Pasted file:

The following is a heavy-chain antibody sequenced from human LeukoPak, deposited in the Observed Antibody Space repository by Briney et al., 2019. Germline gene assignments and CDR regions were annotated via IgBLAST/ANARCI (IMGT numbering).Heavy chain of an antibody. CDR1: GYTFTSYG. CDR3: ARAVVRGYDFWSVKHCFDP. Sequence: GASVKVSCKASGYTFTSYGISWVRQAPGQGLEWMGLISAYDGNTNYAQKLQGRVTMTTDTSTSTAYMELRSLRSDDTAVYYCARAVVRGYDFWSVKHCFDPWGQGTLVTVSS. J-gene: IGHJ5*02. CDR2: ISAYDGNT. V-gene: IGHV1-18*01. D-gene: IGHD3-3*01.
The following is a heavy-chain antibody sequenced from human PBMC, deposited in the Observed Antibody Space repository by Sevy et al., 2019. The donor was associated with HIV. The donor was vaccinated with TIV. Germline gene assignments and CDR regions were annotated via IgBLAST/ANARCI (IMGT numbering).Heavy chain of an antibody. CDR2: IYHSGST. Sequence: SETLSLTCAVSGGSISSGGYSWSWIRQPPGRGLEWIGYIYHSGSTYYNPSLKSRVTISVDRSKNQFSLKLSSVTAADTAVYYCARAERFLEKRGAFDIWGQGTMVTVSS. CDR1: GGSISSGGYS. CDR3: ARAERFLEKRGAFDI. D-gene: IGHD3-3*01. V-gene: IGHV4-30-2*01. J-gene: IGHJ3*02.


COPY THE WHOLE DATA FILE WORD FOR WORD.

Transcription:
The following is a heavy-chain antibody sequenced from human LeukoPak, deposited in the Observed Antibody Space repository by Briney et al., 2019. Germline gene assignments and CDR regions were annotated via IgBLAST/ANARCI (IMGT numbering).Heavy chain of an antibody. CDR1: GYTFTSYG. CDR3: ARAVVRGYDFWSVKHCFDP. Sequence: GASVKVSCKASGYTFTSYGISWVRQAPGQGLEWMGLISAYDGNTNYAQKLQGRVTMTTDTSTSTAYMELRSLRSDDTAVYYCARAVVRGYDFWSVKHCFDPWGQGTLVTVSS. J-gene: IGHJ5*02. CDR2: ISAYDGNT. V-gene: IGHV1-18*01. D-gene: IGHD3-3*01.
The following is a heavy-chain antibody sequenced from human PBMC, deposited in the Observed Antibody Space repository by Sevy et al., 2019. The donor was associated with HIV. The donor was vaccinated with TIV. Germline gene assignments and CDR regions were annotated via IgBLAST/ANARCI (IMGT numbering).Heavy chain of an antibody. CDR2: IYHSGST. Sequence: SETLSLTCAVSGGSISSGGYSWSWIRQPPGRGLEWIGYIYHSGSTYYNPSLKSRVTISVDRSKNQFSLKLSSVTAADTAVYYCARAERFLEKRGAFDIWGQGTMVTVSS. CDR1: GGSISSGGYS. CDR3: ARAERFLEKRGAFDI. D-gene: IGHD3-3*01. V-gene: IGHV4-30-2*01. J-gene: IGHJ3*02.